Mitre 10 Cup: 2016–20

Mitre 10 Cup logo (2016–20)

In December 2015, Mitre 10 was announced as the new sponsor of all of New Zealand's major domestic rugby union competitions effective with the 2016 season. This included the top-level men's competition, formerly known as the ITM Cup; the second-level men's Heartland Championship, most recently sponsored by Pink Batts; the Women's Provincial Championship; and the Jock Hobbs Memorial National U19 tournament. This deal ran through to the 2020 season and was not renewed.[2]

Bunnings NPC: 2021–

In 2021 Bunnings Warehouse replaced Mitre 10 as the competition's main naming sponsor in a 3-year deal. The competition format of the Bunnings NPC is the same as that of the Mitre 10 Cup for the 2021 season.

Unions


Locations of the 2021 Bunnings NPC teams
          Premiership Division
          Championship Division

The NPC consists of 14 rugby teams divided into two divisions of 7 teams in each. Each NPC union is granted a professional side. Each team is under the governance of their union, they are the top male representative team that the union has to offer. Unions are based in regions across New Zealand, while the teams have not changed since the launch of the competition in 2006.

Throughout the championship, only two unions weren't among the other 12 that first competed in 1976. North Harbour established in 1985, being one of New Zealand's youngest provincial rugby unions. They joined the provincial rugby league by winning the third division in its first season, following promotion to the first division in 1987.[3] Tasman is New Zealand's youngest provincial union. Established in 2006, it brought together the Nelson Bays and Marlborough unions. Nelson Bays amalgamated with Marlborough following the restructuring of New Zealand's provincial championship in 2006.[4]

Whilst having new additions to the competition, another two unions were renamed throughout the NPC era. North Auckland Rugby Union established in 1920, changed its name to the Northland Rugby Football Union in 1994.[5] In 1955 South Auckland Counties was formed with full union status. The name was shortened to Counties the following year and in 1996 it became the Counties Manukau Rugby Football Union.[6]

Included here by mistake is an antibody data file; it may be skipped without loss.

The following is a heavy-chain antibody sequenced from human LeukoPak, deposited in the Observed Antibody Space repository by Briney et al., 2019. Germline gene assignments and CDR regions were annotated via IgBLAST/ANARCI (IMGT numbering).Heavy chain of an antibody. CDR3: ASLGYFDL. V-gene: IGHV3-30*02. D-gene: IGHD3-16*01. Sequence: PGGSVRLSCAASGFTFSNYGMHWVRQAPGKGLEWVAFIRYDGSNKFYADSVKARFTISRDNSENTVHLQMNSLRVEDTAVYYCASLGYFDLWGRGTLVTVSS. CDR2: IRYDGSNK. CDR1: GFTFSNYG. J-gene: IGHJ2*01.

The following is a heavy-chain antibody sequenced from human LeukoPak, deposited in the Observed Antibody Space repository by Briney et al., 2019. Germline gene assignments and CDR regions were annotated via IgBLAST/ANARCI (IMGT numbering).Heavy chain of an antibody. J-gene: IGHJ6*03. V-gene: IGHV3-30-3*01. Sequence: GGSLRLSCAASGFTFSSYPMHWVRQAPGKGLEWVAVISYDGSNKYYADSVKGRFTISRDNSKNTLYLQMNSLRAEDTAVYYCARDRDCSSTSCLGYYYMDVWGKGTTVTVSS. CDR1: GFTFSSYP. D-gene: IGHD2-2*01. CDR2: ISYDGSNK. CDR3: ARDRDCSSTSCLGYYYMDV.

In 2008, Northland and Tasman were chosen by the New Zealand Rugby Union as teams to drop out of the Cup as the union restructures its domestic competition. Tasman had expected to be cut, especially after Marlborough had said it wanted to split from Nelson Bays and go it alone in the Heartland Championship.[7]

Format and sponsorship


Format

The NPC competition has changed a number of times. There have been up to three Divisions, with promotion/relegation between the two bottom divisions. Since 2006 there have been semi-finals and a final in each Division. Winners receive four competition points; if the game was a draw two points are awarded to each team. The Rugby union bonus points system is also used, where any team scoring four or more tries or losing by less than seven points receives an extra competition point. The top four teams at the end of the round-robin phase then played semifinals – the first placed team hosting the fourth team, and the second team hosting the third team. The two winners played the final at the home ground of the top surviving seed.

From 2013 onwards, the NPC has two Divisions, the Premiership and the Championship, each with seven teams. All teams play all other teams in their own Division and four teams from the other Division. This keeps up some of the traditional provincial rivalries.

Naming rights

From 2006 to 2010, airline and flag carrier of New Zealand Air New Zealand had naming rights and the competition was referred to as the Air New Zealand Cup.

In November 2015, provincial rugby sponsor ITM has been red-carded for the 2016 series. The building supplies company began its involvement in 2006, backing the national provincial series and the Heartland Championship. That sponsorship rose to competition-naming rights in 2010 when the company stepped up as major sponsor after the previous group withdrew. The ITM Cup, as it became known, started its six-season schedule. That deal ended for the 2016 season but the company wanted to renew its sponsorship. ITM put in a bid but had been told by the New Zealand Rugby Union that it had not been successful. ITM did not get a chance to match the investment from the new sponsor and had not been given any reason why it was overlooked for the twin provincial series for the next year.[8]